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A mosquito is a tiny flying insect known for their diet of blood and the fact that they leave itchy little bumps on the people they bite. What people might not know is that mosquitoes are considered one of the deadliest creatures on the planet thanks to their notorious habit of carrying and transmitting disease.

Mosquitoes are all over the world and there are approximately 3,000 known species. They first start to emerge during the spring months when things start to warm up and continues through to the fall. However, in some areas where it remains warm year-round there can be mosquitoes all the time. Their favorite time to dine is during dawn and dusk hours, when mosquito control can be prove most effective.

Have mosquito questions? Contact us online or call Vicki (906) 202-0812 or Ang (920) 737-8349.


We will do a quick phone assessment and arrange an appointment at your property.


We will discuss your pest problem, arrange a survey, and provide a quote and recommendations.


Our certified specialists will come out to provide your treatment.


We'll make as many visits as required to ensure your problem is resolved.

Basic mosquito information

There is some basic information about mosquitoes that you should probably know. This includes:

  • Mosquitoes have a couple of sets of wings – one for flying and another set known as halteres that help them control themselves while flying.
  • Mosquitoes are actually part of the same family as flies – They are part of the same scientific order as the common house fly known as Diptera.
  • Mosquitoes are very weak flyers – This is why if you sit on your front porch and want to avoid mosquito bites you can have a simple fan going. The wind from a fan is enough to prevent mosquitoes from approaching.
  • Only the female mosquito bites people – Males do not have the necessary mouthparts to pierce skin and feed. Female mosquitoes feed on blood to get protein to lay eggs.
  • A female mosquito can lay eggs in as little as one cup full of water – Some mosquitoes even lay and hatch eggs in puddles left behind by storms. Mosquitoes will not lay their eggs in moving water however, so adding a fountain or something that moves the water to backyard ponds can prevent mosquitoes from laying eggs there.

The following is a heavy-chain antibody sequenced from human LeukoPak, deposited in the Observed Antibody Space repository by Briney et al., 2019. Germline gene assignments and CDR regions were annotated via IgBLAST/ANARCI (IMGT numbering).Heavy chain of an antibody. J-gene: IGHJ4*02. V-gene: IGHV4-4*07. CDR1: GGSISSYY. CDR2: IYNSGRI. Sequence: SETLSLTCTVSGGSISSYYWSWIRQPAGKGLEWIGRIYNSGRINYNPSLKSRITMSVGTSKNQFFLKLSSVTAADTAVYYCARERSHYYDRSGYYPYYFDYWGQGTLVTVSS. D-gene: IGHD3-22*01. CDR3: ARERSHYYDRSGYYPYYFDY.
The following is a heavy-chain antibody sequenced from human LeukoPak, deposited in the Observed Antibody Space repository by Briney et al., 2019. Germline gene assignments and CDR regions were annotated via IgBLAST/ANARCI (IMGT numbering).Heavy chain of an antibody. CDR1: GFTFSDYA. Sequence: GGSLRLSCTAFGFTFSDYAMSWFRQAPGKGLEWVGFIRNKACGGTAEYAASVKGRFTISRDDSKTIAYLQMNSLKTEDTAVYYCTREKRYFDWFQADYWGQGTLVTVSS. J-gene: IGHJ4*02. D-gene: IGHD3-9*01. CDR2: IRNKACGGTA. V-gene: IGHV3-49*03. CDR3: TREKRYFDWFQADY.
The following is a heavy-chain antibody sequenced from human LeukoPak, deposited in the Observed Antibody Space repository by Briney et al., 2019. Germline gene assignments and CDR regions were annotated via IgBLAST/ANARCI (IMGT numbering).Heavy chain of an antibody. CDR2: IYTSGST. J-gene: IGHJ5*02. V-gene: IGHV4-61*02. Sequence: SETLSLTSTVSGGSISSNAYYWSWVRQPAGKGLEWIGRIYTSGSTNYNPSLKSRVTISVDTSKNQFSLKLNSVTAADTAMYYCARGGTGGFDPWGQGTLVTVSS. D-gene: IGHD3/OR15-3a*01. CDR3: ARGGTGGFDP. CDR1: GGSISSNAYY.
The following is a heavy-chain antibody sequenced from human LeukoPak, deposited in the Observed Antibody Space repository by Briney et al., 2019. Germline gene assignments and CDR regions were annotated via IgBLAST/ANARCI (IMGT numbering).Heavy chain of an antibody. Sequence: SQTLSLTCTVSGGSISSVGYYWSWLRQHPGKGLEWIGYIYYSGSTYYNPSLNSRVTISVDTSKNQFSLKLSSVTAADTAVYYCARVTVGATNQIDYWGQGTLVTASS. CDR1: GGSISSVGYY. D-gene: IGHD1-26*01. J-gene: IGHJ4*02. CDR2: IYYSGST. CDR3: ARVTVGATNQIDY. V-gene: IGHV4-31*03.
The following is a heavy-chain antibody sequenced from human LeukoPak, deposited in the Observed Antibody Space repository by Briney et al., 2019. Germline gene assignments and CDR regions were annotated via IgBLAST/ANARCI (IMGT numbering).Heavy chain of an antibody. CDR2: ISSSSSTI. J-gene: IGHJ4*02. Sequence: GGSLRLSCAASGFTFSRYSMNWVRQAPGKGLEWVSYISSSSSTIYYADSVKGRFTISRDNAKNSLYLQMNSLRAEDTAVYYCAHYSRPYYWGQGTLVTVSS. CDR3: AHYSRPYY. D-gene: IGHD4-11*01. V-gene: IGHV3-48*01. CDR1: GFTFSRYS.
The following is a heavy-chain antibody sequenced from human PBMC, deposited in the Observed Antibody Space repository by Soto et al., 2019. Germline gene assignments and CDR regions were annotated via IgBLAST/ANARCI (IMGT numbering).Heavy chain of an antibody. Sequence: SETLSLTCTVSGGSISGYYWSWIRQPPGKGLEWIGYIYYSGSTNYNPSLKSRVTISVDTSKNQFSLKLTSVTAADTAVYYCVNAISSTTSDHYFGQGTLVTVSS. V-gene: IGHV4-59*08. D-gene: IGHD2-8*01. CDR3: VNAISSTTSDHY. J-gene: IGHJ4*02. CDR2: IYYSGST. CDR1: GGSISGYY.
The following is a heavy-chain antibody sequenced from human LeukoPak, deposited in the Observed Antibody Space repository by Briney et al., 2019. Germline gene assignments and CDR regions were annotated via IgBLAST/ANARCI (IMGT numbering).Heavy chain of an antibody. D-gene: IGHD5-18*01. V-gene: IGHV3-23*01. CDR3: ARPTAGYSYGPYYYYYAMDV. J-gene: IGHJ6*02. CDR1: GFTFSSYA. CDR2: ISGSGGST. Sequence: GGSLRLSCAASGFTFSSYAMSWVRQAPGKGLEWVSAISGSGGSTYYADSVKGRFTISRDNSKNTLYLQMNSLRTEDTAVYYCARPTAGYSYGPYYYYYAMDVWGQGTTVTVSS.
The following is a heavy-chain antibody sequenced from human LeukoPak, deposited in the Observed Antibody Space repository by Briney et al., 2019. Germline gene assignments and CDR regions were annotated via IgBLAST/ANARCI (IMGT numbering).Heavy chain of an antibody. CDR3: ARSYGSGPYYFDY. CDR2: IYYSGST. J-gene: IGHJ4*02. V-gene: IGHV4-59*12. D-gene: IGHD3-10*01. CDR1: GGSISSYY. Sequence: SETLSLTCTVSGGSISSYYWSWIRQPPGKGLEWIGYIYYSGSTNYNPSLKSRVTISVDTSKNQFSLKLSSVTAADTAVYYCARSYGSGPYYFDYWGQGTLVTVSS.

• Mosquitoes are attracted to some people more than others – Mosquitoes find people using their sense of smell and through heat detection. They detect the carbon dioxide we exhale, as well as sweat. Some people have a more attractive smell to them, which is why you could be sitting somewhere getting bite-after-bite and your friend will have no bites.
  • Although a nuisance, mosquitoes are a vital part of the ecosystem – Bats, spiders and other creatures feed on the adult insects. Certain species of fish rely on feeding on mosquito larvae in the water. Mosquitoes are not as proficient at it as bees, but since they do feed on plant nectar they even help some with pollination.

Mosquito borne diseases

Mosquitoes require blood to live, but only the females bite because they require the blood to lay eggs. Since they are small, they do not require a lot of blood from their hosts, but mosquito saliva is what causes the itchiness. It’s also this pest saliva that can transmit a number of potentially dangerous diseases.

In fact, mosquitoes are known to carry and transmit viruses and diseases for both animals and humans. Some of them are specific to certain species of mosquitoes, but across the board mosquitoes can be dangerous to mammals.

Some of the diseases attributed to mosquitoes include:

  • Zika Virus– the virus has been positively linked to mosquitoes, in particular the A. aegypti and A. albopictus species. The virus tends to cause only very mild symptoms to the person who is first infected such as a fever, headache, muscle aches, a rash and a few other symptoms that disappear quickly. However, once inside a person, it can cause serious problems down the road and has been linked to birth defects such as microcephaly or to illnesses such as Guillain-Barre syndrome.